For the first time, the research revealed the potential impact and influence of AI on the sector and also the acceptance and understanding that AI is likely to create new roles and jobs in the industry. A minority of respondents cited the risk of junior crew missing vital hands-on experience of breaking down a script to create a production schedule, or assembly editing by using AI tools. Additionally, the majority of interviewees also shared concerns regarding the implications on IP and copyright.

This year, there was a change in perception regarding skills gaps and shortages in high-end television. 33% of respondents said that skills-related issues were getting better (2022/2023: 22%; 2021/2022: 7%) as opposed to getting worse (2023/2024: 22%; 2022/2023: 41%; 2021/2022: 78%). This perception can be attributed to the impact of the strike action and the commissioning downturn, but also infers that, with people in the sector out of work, there was an excess in terms of supply.

In relation to some specific skills-related issues, there were some specific and significant changes, again related to the production slowdown. For example, the physical lack of crew available dropped from 71% the previous year to 37% in 2023/2024. And similarly, there was also a significant decrease in the number of crew leaving productions early – 39% in 2023/2024 compared to 76% in 2022/2023.

The perceived lack of business and management experience  decreased from 75% to 64% in year. Also, the lack of “relevant craft and technical experience and skills” reduced from 65% to 51%. However, participants commenting on crew being promoted too quickly, highlighted in previous reports consistently, was 82% (2022/2023: 87%).

Possibly due to the slowdown in production and the strikes resulting in a lower level of demand, the perception amongst interviewees was that the skills shortage issues were less severe than in previous iterations of the research. In 2023, 52% said that skills shortages were a very serious or serious problem, which was lower than 2022 (81%) and 2021 (86%).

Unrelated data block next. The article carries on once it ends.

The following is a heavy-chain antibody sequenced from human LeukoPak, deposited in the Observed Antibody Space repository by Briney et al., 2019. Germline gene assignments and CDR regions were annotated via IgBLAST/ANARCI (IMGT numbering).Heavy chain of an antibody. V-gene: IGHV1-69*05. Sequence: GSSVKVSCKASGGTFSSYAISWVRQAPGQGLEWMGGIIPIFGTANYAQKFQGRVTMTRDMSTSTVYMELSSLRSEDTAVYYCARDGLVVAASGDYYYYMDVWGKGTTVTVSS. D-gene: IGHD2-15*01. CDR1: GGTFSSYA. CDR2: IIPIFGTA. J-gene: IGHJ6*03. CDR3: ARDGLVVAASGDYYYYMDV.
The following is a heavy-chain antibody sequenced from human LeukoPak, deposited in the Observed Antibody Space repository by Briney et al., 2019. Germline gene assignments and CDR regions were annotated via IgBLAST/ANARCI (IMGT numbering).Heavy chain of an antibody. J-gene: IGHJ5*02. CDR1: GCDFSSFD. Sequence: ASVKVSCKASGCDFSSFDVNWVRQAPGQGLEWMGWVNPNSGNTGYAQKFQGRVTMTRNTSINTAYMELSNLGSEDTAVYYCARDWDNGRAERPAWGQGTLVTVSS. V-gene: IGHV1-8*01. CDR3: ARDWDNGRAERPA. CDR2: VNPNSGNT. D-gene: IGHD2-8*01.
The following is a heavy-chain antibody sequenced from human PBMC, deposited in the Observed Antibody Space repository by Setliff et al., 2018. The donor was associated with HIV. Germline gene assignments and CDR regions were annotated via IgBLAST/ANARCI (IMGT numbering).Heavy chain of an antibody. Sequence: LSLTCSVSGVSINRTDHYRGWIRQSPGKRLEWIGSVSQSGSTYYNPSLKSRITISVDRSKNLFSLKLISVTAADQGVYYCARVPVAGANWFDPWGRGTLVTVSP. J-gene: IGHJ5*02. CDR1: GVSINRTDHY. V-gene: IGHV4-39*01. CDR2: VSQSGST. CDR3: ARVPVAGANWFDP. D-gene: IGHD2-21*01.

Since 2022/2023, the level of grade-specific shortages has decreased, in some cases by as much as 50%. However, key shortages remain – but have eased significantly – in roles such as production accountant, line producer, location manager, editor (including assistants), production manager and production coordinator. This year, new shortages were identified in the following roles – technical director in post-production; production roles in VFX; virtual production supervisor; digital matte painter; talent coordinator; researcher and playback operator.

The research also identified skills gaps, the extent to which available crew are equipped with the right level of skills and experience to fulfil their work. A main driver for skills gaps was stepping crew up too early. While there was a significant year on year decrease, from 76% to 60%, for the first time the severity of skills gaps exceeded the perception of skills shortages at 52% (2022/2023: 76% vs 81%; 2021/2022: 63% vs 86%).

The impact of the HETV Skills Fund focused investment in leadership and management training is reflected in this year’s research. There were significant year-on-year decreases in both these areas – Leadership (63%/79%) and management (57%/68%). Team working also so a notable reduction in score, from 44% to 31%.

Staff Reporter